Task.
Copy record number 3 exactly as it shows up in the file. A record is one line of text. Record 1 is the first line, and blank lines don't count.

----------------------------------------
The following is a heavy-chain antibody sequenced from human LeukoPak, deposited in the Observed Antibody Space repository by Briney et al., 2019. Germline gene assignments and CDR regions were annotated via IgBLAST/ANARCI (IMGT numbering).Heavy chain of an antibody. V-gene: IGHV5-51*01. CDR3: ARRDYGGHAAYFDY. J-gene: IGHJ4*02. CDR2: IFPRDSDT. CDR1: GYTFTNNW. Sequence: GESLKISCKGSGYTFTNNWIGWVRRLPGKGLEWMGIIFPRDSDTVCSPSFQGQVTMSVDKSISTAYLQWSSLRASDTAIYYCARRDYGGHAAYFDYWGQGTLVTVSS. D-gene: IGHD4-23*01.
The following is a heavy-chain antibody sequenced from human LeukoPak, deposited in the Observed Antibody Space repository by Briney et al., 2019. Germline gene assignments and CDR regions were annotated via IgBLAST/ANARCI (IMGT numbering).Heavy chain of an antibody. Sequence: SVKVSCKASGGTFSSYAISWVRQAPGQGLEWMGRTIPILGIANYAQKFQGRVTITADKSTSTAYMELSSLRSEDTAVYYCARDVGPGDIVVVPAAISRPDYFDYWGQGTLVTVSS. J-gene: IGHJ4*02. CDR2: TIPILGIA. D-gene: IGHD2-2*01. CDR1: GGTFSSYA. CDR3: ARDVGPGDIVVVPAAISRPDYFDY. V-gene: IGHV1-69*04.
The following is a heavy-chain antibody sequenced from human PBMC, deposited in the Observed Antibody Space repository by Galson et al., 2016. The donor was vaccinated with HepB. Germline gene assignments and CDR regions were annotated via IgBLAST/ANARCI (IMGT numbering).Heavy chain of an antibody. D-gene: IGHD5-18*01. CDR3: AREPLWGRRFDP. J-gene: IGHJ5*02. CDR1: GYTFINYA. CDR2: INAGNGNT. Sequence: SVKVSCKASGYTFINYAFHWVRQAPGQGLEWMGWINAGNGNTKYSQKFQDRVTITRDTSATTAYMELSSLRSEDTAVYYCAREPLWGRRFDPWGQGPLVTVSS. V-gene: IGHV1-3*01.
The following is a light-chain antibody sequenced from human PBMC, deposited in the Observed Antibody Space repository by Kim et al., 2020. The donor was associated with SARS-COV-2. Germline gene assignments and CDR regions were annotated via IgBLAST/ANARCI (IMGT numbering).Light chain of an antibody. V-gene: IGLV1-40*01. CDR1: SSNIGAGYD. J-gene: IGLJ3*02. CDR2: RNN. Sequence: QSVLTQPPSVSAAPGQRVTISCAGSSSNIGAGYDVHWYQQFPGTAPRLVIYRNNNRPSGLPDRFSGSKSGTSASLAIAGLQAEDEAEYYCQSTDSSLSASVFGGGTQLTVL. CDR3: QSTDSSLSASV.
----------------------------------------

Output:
The following is a heavy-chain antibody sequenced from human PBMC, deposited in the Observed Antibody Space repository by Galson et al., 2016. The donor was vaccinated with HepB. Germline gene assignments and CDR regions were annotated via IgBLAST/ANARCI (IMGT numbering).Heavy chain of an antibody. D-gene: IGHD5-18*01. CDR3: AREPLWGRRFDP. J-gene: IGHJ5*02. CDR1: GYTFINYA. CDR2: INAGNGNT. Sequence: SVKVSCKASGYTFINYAFHWVRQAPGQGLEWMGWINAGNGNTKYSQKFQDRVTITRDTSATTAYMELSSLRSEDTAVYYCAREPLWGRRFDPWGQGPLVTVSS. V-gene: IGHV1-3*01.